Once you have specified the CLSID you can save the record without any further input if you wish.  The control won’t be data-bound but it will be added to the tool palette in the Form Designer as a new item so it is readily available for subsequent development purposes.

Data-binding OLE controls

If you wish to support data-binding the next item to specify is the DEFPROP property, which is a “synthetic” property that maps onto a “real” property (such as TEXT, VALUE, ARRAY etc.) at run-time. All data-binding in OpenInsight is handled through the DEFPROP property and it is the sole mechanism by which the form IO layer accesses data in the user interface.

For an OLE control DEFPROP can be mapped in one of two ways:

  1. By specifying an actual OLE property of the control (such as “Text” for example), or,
  2. By specifying the name of a Basic+ handler function that the form IO layer calls to handle the request. This latter method can be useful when dealing with a complex control such as a grid, that might need to insert/delete rows and set cells individually if it doesn’t have something like an intrinsic OpenInsight-style ARRAY property.

If you do specify a Basic+ DEFPROP handler function it must conform to the following interface:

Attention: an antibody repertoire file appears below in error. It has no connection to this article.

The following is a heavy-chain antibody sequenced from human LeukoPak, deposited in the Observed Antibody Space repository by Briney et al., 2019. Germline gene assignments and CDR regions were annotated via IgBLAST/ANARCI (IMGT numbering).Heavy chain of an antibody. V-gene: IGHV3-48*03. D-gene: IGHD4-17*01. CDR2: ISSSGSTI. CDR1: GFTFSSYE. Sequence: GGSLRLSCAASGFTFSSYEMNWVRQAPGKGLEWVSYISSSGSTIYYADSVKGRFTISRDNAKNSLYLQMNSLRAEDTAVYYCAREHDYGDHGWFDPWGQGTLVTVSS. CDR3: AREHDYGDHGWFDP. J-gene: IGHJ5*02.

defPropVal = myDefPropHandler( ctrlEntID, flags, newValue, index )

      ctrlEntID -> ID of the control to get the value for 
      flags     -> Denotes if this is a GET or SET/SETONLY request
      newValue  -> The new value if this is a SET/SETONLY operation
      index     -> Property index:
                       <1> Col
                       <2> Row

Note that the Option (“…”) buttons on the form present a popup of OLE properties and events, or matching Stored Procedures, as appropriate:

Select OLE Property

Selecting an OLE Property for the Web Browser control

Binding multi-column (AMV) controls

If your OLE control can support multiple data columns like the standard OpenInsight EditTable, there are two more items needed to allow the form IO layer to understand how to use your control:

  1. The new DEFPOSPROP property, and
  2. The name of an OLE event that maps to the equivalent of OpenInsight’s POSCHANGED event.

The DEFPOSPROP property is used to access the current column/row/cell position within the control, in a similar fashion to the standard SELPOS or CARETPOS properties.  It can be mapped in one of three ways:

  1. By specifying a single actual OLE property of the control (such as “SelPos” for example) that implements an @fm-delimited column and row index format (like CARETPOS)